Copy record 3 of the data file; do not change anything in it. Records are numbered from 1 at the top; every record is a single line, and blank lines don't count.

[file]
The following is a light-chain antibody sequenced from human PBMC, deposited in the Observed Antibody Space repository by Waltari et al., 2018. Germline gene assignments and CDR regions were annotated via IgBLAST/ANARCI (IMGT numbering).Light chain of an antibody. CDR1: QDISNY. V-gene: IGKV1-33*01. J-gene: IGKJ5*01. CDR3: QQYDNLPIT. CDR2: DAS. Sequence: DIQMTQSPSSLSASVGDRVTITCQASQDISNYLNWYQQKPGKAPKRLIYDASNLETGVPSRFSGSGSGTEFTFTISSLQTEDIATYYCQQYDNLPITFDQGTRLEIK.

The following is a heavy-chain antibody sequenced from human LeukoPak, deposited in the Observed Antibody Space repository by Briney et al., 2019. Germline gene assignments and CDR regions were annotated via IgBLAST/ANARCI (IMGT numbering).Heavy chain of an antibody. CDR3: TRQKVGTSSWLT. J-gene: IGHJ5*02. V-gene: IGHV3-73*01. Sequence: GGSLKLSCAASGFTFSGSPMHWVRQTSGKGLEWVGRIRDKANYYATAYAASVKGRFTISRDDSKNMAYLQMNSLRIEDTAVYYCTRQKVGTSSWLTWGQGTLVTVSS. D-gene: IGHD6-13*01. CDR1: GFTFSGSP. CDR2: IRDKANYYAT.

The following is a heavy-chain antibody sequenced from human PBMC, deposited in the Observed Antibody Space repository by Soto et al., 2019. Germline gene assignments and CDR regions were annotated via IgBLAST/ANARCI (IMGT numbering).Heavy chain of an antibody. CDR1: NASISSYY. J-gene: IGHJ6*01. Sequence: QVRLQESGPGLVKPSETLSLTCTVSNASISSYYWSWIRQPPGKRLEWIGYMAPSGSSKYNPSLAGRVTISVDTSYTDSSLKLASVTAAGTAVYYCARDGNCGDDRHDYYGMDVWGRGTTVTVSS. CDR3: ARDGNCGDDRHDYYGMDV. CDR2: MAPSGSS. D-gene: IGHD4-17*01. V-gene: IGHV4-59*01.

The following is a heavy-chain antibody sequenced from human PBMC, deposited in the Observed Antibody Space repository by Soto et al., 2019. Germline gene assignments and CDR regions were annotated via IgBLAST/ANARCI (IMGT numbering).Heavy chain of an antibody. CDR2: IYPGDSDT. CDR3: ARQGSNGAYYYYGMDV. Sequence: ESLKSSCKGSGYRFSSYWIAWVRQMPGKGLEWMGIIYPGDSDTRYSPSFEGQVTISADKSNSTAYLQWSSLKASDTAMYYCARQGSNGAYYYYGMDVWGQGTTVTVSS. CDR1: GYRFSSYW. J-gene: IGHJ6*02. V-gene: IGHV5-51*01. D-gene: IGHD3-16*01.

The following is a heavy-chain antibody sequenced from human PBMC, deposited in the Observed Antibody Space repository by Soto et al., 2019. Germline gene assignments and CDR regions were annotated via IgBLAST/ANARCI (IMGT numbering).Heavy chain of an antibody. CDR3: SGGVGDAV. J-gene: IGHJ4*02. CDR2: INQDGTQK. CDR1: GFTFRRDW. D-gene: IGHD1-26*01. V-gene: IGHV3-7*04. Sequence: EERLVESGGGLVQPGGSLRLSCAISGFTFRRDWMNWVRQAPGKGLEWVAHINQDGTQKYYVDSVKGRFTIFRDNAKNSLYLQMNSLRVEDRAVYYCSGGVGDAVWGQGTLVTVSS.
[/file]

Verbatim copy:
The following is a heavy-chain antibody sequenced from human PBMC, deposited in the Observed Antibody Space repository by Soto et al., 2019. Germline gene assignments and CDR regions were annotated via IgBLAST/ANARCI (IMGT numbering).Heavy chain of an antibody. CDR1: NASISSYY. J-gene: IGHJ6*01. Sequence: QVRLQESGPGLVKPSETLSLTCTVSNASISSYYWSWIRQPPGKRLEWIGYMAPSGSSKYNPSLAGRVTISVDTSYTDSSLKLASVTAAGTAVYYCARDGNCGDDRHDYYGMDVWGRGTTVTVSS. CDR3: ARDGNCGDDRHDYYGMDV. CDR2: MAPSGSS. D-gene: IGHD4-17*01. V-gene: IGHV4-59*01.